Charlie.

 

Share this post


Link to post
Share on other sites

Hi Charlie,

         have you dabbled with de-Gaussing before.

A simple de-Gausser can be made with a good length of mains cable (single core ) wound into a big coil with a hollow centre (air core).

When on this will produce quite decent magnetic field inside the core. If you slowly pass a magnetized item through the core it will demagnetize.

To magnetize place item in the core then switch off.

 

Roger

Share this post


Link to post
Share on other sites
3 hours ago, kiwi-jim said:

Just checked the number on the speedo and it is 1184. so it's correct for the TR4

so then I checked my TR3, it has always read wrong as well and it is number 1180.   So next step is I will switch speedos  and see if that reads any better and if so try that to see if that will get me through this speedo test  that's part of registering a new vehicle on our roads.

Ian can you advise me what is the correct number range for a TR3 speedo..

cheers

The difference between 1180 & 1184 is negligable - do the maths  60 MPH * 1184 / 1180 = 60.2 MPH

So maybe you have an odd diff ratio ?

Bob.

Share this post


Link to post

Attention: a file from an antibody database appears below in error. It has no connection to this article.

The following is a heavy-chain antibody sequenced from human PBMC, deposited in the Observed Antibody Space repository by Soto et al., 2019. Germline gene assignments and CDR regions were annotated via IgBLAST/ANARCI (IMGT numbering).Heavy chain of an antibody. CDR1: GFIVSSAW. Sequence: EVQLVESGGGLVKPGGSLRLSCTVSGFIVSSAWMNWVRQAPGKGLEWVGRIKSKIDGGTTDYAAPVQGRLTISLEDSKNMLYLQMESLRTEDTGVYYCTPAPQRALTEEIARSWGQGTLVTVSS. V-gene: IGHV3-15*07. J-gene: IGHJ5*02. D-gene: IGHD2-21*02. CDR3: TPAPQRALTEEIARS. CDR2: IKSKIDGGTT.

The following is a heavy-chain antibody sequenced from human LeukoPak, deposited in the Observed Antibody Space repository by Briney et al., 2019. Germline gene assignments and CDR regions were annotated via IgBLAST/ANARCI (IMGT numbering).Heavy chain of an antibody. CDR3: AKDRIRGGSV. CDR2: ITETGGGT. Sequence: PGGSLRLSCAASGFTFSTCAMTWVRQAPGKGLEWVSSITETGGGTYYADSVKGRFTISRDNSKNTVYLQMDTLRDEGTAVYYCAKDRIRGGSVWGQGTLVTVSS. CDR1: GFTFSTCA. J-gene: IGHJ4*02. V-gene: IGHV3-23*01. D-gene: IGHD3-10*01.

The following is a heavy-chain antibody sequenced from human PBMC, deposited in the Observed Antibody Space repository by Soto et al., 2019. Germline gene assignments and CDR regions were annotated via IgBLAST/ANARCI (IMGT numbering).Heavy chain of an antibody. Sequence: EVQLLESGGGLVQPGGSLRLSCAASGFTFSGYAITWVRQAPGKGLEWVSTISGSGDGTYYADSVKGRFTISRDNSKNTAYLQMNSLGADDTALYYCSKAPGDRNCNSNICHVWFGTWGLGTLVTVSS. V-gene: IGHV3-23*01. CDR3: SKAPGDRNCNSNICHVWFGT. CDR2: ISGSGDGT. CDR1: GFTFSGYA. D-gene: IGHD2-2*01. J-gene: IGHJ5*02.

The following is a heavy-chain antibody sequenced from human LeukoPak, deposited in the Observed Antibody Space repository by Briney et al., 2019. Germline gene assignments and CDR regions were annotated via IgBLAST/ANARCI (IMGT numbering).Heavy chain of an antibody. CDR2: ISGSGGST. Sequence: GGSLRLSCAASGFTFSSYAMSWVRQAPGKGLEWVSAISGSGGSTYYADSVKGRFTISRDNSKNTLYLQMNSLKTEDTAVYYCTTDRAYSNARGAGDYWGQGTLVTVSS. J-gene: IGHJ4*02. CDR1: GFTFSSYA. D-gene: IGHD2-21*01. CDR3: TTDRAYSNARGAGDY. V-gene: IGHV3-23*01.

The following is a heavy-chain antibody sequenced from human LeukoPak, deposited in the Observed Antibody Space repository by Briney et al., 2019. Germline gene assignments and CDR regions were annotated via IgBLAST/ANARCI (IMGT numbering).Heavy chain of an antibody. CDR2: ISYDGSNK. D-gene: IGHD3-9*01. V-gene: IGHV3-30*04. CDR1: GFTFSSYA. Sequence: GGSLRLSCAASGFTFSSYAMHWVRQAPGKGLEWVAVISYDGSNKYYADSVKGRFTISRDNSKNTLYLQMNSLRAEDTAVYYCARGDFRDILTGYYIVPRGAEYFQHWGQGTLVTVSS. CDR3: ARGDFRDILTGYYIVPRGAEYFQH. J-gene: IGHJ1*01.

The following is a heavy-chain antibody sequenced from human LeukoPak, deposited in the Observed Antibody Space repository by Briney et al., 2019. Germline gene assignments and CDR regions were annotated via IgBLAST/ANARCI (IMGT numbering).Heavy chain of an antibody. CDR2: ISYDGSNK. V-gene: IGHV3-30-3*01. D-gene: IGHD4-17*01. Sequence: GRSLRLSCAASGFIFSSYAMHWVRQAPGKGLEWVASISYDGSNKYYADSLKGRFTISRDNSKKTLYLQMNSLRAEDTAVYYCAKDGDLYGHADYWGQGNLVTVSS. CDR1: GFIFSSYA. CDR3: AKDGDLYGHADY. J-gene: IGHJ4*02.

Share on other sites

Roger,

I think we used to degauss things when I worked on the EMI-scanner, but it was a long time ago, and I’ve forgotten most of what I did there.

I expect I’ll spend a week playing around with magnets and bits of wire, get bored with it all and convert the speedo to electronic, with a pick up from the propshaft bolts. (This is why my TR is still a long way from being on the road. Always “Playing around”, not really “Getting on with it”.)

Charlie.

Share this post


Link to post
Share on other sites
On ‎1‎/‎26‎/‎2019 at 4:59 AM, kiwi-jim said:

tuHi Everyone 

Happy new year, is there any "home hack" you can do to the speedo to get it more accurate.   currently reads 80 mph when you are doing 60 mph on the gps,    Need it reading more accurately for the new registration compliance.   Or do I just have to get it recalibrated?

cheers jim 

My 4A had the same problem. Had it serviced/recalibrated by JDO Instruments. Had to take a number of measurements for calibration. Detail is on their website. Speedo is now reading spot on against sat nav.

Alan.

Share this post


Link to post
Share on other sites

Early TRs might well have been sold with cross-ply tyres, and I think these would have been slightly larger than the radials which were fitted to most by the time TR4s were the current offering.  This might account for the 1180/1184 figures.

Ian Cornish

Share this post


Link to post
Share on other sites

Create an account or sign in to comment

You need to be a member in order to leave a comment

Create an account

Sign up for a new account in our community. It's easy!

Register a new account

Sign in

Already have an account? Sign in here.

Sign In Now
Sign in to follow this  

×

Important Information

By using this site, you agree to our Terms of Use.